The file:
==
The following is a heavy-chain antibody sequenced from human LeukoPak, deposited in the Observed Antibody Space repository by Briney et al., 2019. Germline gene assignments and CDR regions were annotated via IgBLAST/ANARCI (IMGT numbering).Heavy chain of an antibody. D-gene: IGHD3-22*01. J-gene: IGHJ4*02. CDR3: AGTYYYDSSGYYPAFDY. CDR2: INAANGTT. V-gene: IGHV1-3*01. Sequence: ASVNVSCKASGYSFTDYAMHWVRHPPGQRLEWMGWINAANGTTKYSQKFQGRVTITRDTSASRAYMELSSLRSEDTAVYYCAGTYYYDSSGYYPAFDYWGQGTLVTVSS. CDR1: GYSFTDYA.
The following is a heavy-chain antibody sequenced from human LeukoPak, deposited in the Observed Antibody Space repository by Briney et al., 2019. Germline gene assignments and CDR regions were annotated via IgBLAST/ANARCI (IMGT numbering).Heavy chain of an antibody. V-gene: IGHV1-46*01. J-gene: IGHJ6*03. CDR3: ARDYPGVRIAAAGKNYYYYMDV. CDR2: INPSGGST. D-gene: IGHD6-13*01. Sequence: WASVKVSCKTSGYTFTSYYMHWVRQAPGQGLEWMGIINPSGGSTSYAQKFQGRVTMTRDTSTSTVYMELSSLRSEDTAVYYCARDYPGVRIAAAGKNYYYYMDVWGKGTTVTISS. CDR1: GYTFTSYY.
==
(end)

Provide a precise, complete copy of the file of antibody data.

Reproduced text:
The following is a heavy-chain antibody sequenced from human LeukoPak, deposited in the Observed Antibody Space repository by Briney et al., 2019. Germline gene assignments and CDR regions were annotated via IgBLAST/ANARCI (IMGT numbering).Heavy chain of an antibody. D-gene: IGHD3-22*01. J-gene: IGHJ4*02. CDR3: AGTYYYDSSGYYPAFDY. CDR2: INAANGTT. V-gene: IGHV1-3*01. Sequence: ASVNVSCKASGYSFTDYAMHWVRHPPGQRLEWMGWINAANGTTKYSQKFQGRVTITRDTSASRAYMELSSLRSEDTAVYYCAGTYYYDSSGYYPAFDYWGQGTLVTVSS. CDR1: GYSFTDYA.
The following is a heavy-chain antibody sequenced from human LeukoPak, deposited in the Observed Antibody Space repository by Briney et al., 2019. Germline gene assignments and CDR regions were annotated via IgBLAST/ANARCI (IMGT numbering).Heavy chain of an antibody. V-gene: IGHV1-46*01. J-gene: IGHJ6*03. CDR3: ARDYPGVRIAAAGKNYYYYMDV. CDR2: INPSGGST. D-gene: IGHD6-13*01. Sequence: WASVKVSCKTSGYTFTSYYMHWVRQAPGQGLEWMGIINPSGGSTSYAQKFQGRVTMTRDTSTSTVYMELSSLRSEDTAVYYCARDYPGVRIAAAGKNYYYYMDVWGKGTTVTISS. CDR1: GYTFTSYY.